By Stacey Faris, Army Spouse
Some people have amazing experiences when military moving. My first and only door-to-door PCS went exceptionally well. Our items all arrived and there was very minimal damage. It’s reasonable to expect a knick or scratch anytime you load and unload furniture. Because of personal preference, we have since completed all the rest of our moves as DITY moves (Do IT Yourself).
I believe that our experience was, unfortunately, the exception, not the rule with military moving.
The PCS system is broken.
A simple search will lead you to horror story after horror story of damaged goods, drivers lying about weights, lost items, and heartbroken families. Control of the entire process is ceded when bad practices and unscrupulous companies come into the equation.
Some PCS seasons the problems are worse than others.
Sometimes geographical location can play into your negative experience with military moving. I’ve seen a lot from families coming into or out of the Louisiana and Jacksonville areas report significant damage and large amounts of missing items.
Here is a small sample of what some families have reported post Military Moving:
“I’m missing all my utensils, measuring spoons, cups, cookie cutters, mixers, etc. All of our items were checked off as well.”
“Moving company denied our claim on the dryer THEY broke in the move. The reason being that we can’t prove it worked before the move.”
“We had the guy come look at all our damage today, and he made me feel like I broke the stuff myself. I mean he was so rude!”
“All baby gear, beds, refrigerator, washing machine, mattresses, couches, anything upholstered or material was deemed total loss and not cleanable. What was cleanable is still destroyed by water damage but is a separate claim. The other half that arrived today (because I wrote xxxx president and news crews) was ONLY 20 boxes. Every box was a new box that was not the boxes they left in and with inventory stickers clear taped on them.”
My question every time I see these stories is, why? Why is this acceptable? Why are our military families subjected to substandard service when so much money is on the table? And, why does the problem seem to be getting worse?
Of course, the whys lead to what is the most critical question to me: what is being done to help our service members and their families? Far too often the companies we welcome into our lives to handle our belongings don’t take the same care with our possessions as we would, and that is simply unacceptable.
Sure, the easy answer to this problem is that we all should DITY, but that is not a practical or reasonable answer for many families.
Sometimes, orders come down at the last minute. Families spend their time before the move scrambling to learn about neighborhoods, finding new schools, and coordinating medical care. Other times, the service member is not present for the move. And other times still, the PCS is to or from an OCONUS location where DITY is not an option.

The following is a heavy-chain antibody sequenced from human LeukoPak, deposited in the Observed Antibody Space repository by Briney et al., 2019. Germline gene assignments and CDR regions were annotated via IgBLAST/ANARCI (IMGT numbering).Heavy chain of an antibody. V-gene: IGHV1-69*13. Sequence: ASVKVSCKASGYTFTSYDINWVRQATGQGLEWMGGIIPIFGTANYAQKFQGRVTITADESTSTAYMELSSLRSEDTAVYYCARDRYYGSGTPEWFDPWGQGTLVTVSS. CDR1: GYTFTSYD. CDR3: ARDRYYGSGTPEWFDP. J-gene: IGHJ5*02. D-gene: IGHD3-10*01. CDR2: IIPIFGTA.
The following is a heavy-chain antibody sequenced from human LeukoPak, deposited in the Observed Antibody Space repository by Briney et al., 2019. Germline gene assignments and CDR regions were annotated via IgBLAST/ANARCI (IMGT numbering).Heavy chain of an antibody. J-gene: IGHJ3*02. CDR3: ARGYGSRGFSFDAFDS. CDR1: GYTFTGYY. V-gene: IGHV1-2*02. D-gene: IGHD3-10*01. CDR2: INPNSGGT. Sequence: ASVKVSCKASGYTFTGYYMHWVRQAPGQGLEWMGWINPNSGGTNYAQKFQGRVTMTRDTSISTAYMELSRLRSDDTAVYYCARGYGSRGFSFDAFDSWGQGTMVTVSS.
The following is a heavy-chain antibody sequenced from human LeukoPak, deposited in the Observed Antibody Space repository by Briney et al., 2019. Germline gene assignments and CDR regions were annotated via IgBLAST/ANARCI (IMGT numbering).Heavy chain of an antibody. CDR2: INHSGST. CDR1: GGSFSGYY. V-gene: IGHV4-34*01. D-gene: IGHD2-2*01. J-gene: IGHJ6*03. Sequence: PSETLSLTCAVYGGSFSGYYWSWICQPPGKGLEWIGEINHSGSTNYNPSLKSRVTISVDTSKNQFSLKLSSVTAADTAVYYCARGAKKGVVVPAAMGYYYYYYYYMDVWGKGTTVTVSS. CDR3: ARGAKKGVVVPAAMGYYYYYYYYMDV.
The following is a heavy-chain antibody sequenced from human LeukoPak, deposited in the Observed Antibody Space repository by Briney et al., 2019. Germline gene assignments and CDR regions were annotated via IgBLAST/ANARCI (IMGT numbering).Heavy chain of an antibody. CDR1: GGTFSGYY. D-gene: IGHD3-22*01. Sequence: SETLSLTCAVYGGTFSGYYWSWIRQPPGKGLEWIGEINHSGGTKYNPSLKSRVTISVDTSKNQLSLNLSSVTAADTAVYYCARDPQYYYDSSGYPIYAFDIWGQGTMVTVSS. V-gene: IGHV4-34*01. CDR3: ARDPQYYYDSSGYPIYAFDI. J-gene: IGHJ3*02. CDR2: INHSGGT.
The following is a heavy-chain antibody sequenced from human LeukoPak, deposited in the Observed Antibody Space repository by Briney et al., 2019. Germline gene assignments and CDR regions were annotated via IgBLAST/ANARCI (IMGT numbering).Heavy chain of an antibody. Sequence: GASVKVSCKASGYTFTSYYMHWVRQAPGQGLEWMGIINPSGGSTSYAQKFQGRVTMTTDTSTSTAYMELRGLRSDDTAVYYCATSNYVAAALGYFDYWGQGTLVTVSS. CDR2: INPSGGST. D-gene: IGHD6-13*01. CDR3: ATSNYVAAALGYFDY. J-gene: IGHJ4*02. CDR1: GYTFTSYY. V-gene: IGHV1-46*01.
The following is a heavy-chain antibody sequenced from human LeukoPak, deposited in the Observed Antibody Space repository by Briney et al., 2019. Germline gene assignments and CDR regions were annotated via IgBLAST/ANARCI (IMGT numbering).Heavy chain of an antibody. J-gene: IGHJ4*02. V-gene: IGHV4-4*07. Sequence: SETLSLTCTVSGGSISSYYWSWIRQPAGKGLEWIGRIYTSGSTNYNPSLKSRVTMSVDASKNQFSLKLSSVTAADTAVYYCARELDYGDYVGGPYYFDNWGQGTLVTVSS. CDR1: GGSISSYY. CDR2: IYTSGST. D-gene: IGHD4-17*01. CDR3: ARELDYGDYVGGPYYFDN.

Regardless of the circumstances around choosing to have your belongings moved, we should have a reasonable expectation that the majority of our items will show up in the same condition they left our possession. There is a fight that needs to happen at the highest levels of the DoD to fix the process.
In the meantime…
PCSgrades believes there are easy, yet influential, steps we can take to help facilitate a better interaction between the pre-move inspectors, packers, and movers you will come into contact with as part of your military moving process. It all starts with the Mover’s Notice.
The moment the first person walks into your house, generally the pre-move inspector, you hand them the notice. Right away, they see you are excited to be working with them to safely and efficiently transport your belongings from one location to the next. You’ve also made them completely aware that you aren’t going to keep quiet about the experience, good or bad.
Why a Mover’s Notice Works for Military Moving
As you pass this notice to everyone who will come into contact with your items, you are putting the proverbial ball in their court. It is up to them to decide what type of grade they will receive.
Pack lovingly, transport carefully, and communicate effectively; your grade will no doubt reflect a great user experience. Damage or lose items, blame the family for problems, and brush off claims; your grade will show all potential future customers as well as transportation offices that the service provided was substandard.
Good reviews will help to build a business. Bad reviews, could lead to termination of contracts and loss of future potential business.
It’s a small step, but it starts a conversation.
Most importantly it starts to put some of the control back with the service member and their family. The control we so desperately deserve.
To start the process of downloading your Mover’s Notice, and other helpful checklists today, visit PCSgrades and register for your free account. From there you can download the Mover’s Notice (and instructions for use) to hand your next military moving team.